Starting January 1, cash bail will be eliminated for misdemeanor and non-violent felony offenses in New York state.
According to Sgt. Franklin Bonilla of the 48th Precinct, the 2020 bail reform means, “You might be able to break into somebody’s house and you’ll be out of the precinct (house) within a few hours.”
Bonilla said that the legislation was signed into law by Governor Cuomo to reduce the prison population, but that it makes the job for police officers more complicated. “If you see me arrest someone and then see them out on the streets, don’t get mad at me,” Bonilla, the evening’s speaker, said Wednesday at a Community Board 6 meeting. “(When) the law changes and I have to let them go.”
Residents that attended the public meeting, held on the third-floor room at the Belmont Library, a cramped space with the heat blasting, did not receive the news of the bail reform well. As many sweated through their clothes, they became agitated at the thought of criminals being released back into the neighborhood the same day of their arrest.
Tensions escalated as members of the board demanded to know who was responsible for the reform.
“So, it’s our state assemblymen who are screwing our entire state?” said Frank Franz, a board member and lifelong Belmont resident. “I think we should know what our elected officials are doing in our name.”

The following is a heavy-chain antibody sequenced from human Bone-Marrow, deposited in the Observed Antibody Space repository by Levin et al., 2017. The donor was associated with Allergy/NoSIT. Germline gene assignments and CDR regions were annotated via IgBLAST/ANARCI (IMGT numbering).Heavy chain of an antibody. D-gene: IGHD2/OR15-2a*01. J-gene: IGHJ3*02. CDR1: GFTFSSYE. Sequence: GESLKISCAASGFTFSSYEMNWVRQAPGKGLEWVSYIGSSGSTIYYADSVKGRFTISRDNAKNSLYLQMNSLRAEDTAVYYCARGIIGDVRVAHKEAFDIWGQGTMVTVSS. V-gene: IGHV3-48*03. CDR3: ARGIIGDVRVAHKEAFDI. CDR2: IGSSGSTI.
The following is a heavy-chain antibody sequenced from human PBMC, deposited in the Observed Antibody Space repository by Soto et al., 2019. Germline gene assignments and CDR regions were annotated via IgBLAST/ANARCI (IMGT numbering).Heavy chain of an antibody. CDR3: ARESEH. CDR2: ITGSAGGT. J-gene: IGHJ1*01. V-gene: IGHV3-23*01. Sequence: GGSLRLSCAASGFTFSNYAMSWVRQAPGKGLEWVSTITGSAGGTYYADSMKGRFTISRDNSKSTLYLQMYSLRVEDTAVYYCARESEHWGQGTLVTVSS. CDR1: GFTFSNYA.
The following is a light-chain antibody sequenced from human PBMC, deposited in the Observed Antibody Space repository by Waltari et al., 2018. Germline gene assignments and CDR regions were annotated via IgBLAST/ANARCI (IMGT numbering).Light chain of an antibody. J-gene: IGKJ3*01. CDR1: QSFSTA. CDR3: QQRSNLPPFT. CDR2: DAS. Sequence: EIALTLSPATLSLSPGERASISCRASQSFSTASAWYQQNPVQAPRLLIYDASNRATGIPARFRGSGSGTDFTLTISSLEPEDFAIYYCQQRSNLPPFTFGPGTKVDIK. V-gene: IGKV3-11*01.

The room erupted into panicked commotion as Bronx residents shared their safety concerns with one another.
Bonilla added that with the ringing in of the New Year, a defendant must be allowed the opportunity to revisit the crime scene before a case can be made.
Every speaker who represented an elected official was questioned, including Nicholas Peter, representing Assemblyman Victor Pichardo, and Israel Sanchez representing Councilman Ritchie Torres.
Sanchez gave an update without political comment and said that thanks to Councilman Torres’ work with the Office of Emergency Management, it is now mandatory for the agency to respond within six hours to complaints of homes without heat.
John Sanchez, CB 6 district manager, announced that the board will host a new series of Bronx organizing and civic engagement workshops. The first, ‘Learn What Your Elected Officials Do,’ was held Saturday, November 16. The second session, ‘Voting, the Census and Organizing to be Heard,’ will take place on Saturday, November 23. All workshops will be held at 1932 Arthur Avenue, Room 403-A.
Wilfredo Mercado, representing community affairs at the Bronx district attorney’s office, announced that District Attorney Darcel Clark has been elected for a second term. “She will continue the work that she has already laid the foundation for,” he said.
One attendee asked how the district attorney responded to the new bail reform. Mercado asked that all questions be directed to the DA’s policy department.
Evonne Capers, board chairperson for CB 6, twirled her finger in the air, pointing to the entire room, and said, “I suggest you call. Use your voice.”